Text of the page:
At each satellite site is a facilitator who is responsible for the paperwork associated with the inservice, such as registration and training records. The facilitator gets mailed information packets for an upcoming session, handles any technical glitches that arise, and administers any required tests.
At first, the satellite system was used for paraprofessional training. But with its success, its reach has been extended, says Norma Kay Sprayberry, RN, MSN, director of program development and accreditation for the bureau. "It now includes the professional staff as well — registered nurses, social workers, and other staff members," she says. "We also use it to do management training. We do staff meetings statewide, whereby either our state health officer or other members of management present information or communication to folks statewide. It’s a tremendous benefit in terms of providing consistent information."
The department has branched out even farther, providing access to the transmissions to other agencies across the country. A participating agency pre-registers and is sent a packet of handouts for the program, as well as coordinates to which it can set its satellite dish. Honaker says the average program is beamed to agencies in as many as 20 states.
"For the cost of $1,000, they can buy that satellite dish, and they can pick up the programs on any conventional television," Honaker says. "They can pick it up at a very nominal cost per person. It’s less costly than it would be to pay a staff person to develop the program."
Live programs offered have included home safety, diabetic foot care, caring for patients with Alzheimer’s disease, and skin and oral care. The fee for each two-hour home health aide/home attendant program is $20 per person, while the fee for a nursing program is $30. Sprayberry says the department also offers videotapes of previously broadcast inservices for $125 per tape.
Continuing education credit is issued to nurses who view the live broadcasts, which meet the standards of the American Nurses Credentialing Center, she says. Programs for home health aides, homemakers, and personal care attendants comply with all federal regulations and meet paraprofessional standards set by the National Association for Home Care Accreditation Commission.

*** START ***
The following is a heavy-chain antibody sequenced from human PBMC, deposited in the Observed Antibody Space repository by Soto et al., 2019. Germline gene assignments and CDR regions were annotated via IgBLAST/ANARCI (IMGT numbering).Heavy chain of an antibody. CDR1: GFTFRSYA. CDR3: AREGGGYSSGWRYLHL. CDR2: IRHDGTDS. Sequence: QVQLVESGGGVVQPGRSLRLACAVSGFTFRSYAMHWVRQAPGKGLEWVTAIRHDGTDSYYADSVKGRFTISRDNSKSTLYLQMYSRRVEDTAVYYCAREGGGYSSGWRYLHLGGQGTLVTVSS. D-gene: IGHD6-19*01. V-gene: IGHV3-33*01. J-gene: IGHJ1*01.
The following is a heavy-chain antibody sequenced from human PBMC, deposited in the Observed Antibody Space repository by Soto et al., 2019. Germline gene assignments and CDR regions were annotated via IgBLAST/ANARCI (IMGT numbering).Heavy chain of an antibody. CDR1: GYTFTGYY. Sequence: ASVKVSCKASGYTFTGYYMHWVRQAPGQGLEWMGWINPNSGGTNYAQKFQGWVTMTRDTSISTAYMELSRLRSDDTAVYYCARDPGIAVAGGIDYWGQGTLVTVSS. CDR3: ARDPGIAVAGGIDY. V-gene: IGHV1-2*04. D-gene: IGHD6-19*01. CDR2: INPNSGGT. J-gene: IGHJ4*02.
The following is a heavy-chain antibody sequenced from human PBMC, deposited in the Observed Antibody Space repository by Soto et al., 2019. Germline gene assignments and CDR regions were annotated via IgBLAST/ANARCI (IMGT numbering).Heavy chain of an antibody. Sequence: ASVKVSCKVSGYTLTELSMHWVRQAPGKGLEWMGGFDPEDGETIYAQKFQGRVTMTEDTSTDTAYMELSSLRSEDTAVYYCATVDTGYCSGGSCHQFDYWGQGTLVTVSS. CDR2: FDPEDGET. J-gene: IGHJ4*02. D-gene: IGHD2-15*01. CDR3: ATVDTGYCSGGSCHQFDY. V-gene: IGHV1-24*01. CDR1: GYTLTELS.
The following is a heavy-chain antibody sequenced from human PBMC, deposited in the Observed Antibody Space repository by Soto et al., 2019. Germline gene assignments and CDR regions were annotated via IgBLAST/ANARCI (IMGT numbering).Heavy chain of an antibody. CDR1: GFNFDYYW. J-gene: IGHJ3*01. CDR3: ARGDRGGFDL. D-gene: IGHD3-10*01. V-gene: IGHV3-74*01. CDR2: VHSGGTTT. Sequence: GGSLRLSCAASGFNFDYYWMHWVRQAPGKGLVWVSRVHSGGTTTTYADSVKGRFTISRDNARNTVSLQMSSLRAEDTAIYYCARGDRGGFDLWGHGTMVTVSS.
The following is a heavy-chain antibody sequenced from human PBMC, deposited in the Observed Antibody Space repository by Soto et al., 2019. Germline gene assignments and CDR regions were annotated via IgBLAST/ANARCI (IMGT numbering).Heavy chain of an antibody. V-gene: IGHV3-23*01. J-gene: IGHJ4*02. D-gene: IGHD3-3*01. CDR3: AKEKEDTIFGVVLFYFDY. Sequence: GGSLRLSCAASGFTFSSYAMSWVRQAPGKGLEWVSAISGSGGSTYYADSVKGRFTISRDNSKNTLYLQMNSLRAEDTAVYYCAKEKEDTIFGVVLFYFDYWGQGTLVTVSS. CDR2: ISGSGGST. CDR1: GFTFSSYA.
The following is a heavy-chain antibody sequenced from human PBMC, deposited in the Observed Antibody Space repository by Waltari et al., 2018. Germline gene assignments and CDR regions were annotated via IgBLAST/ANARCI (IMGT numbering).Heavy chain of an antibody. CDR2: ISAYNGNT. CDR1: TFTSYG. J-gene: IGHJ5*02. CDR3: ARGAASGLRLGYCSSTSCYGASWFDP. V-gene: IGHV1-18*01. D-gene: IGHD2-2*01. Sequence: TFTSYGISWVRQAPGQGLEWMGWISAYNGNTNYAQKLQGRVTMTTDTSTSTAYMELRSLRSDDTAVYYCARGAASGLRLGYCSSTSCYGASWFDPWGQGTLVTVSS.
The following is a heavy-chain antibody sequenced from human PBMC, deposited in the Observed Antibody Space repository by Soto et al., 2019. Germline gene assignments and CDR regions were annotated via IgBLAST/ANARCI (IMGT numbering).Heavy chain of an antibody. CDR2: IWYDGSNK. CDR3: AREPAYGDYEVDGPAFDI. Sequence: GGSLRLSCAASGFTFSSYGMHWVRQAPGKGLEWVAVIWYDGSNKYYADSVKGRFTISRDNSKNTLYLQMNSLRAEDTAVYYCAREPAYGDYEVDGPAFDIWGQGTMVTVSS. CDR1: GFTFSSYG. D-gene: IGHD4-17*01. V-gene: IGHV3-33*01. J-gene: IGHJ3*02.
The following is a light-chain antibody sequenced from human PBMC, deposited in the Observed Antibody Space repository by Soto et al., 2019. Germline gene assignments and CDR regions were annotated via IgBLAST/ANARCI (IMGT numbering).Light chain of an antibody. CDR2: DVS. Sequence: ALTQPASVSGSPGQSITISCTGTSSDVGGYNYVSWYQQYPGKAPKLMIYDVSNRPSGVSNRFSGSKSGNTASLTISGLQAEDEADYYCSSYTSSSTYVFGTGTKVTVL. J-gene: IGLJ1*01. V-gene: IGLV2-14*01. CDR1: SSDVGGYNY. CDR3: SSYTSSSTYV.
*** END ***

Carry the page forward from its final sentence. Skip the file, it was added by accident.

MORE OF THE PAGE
Honaker and Sprayberry note that some topics aren’t well-suited for a satellite format. "There are some types of training, such as CPR, where you must do a return-type demonstration, and some kinds of clinical training that require a check-off return performance of that procedure," Honaker says. "We would have to find somebody locally to do that. There are some kinds of clinical and technical training that may not be appropriate."
Sprayberry points to vascular access devices as an example of a topic that an agency might not want to attempt via satellite because nurses must practice with the equipment. "But the number of types of educational offerings that you can offer via satellite far outnumber [those] that are desirable not to, because there’s so much you can do with the technology," she says.
• Carol Honaker, RN, C, BSN, Program Consultant, Aide Accreditation and Education, or Norma Kay Sprayberry, RN, MSN, Director of Program Development and Accreditation, Bureau of Home and Community Services, Alabama Department of Public Health, 201 Monroe St., Suite 1200, RSA Tower, Montgomery, AL 36104. Phone: (334) 206-5341 or (800) 225-9770.
• Gayla Hollis, BSN, Aide Accreditation and Education, Bureau of Home and Community Services, P.O. Box 311730, Enterprise, AL 36331. Phone: (334) 347-2664.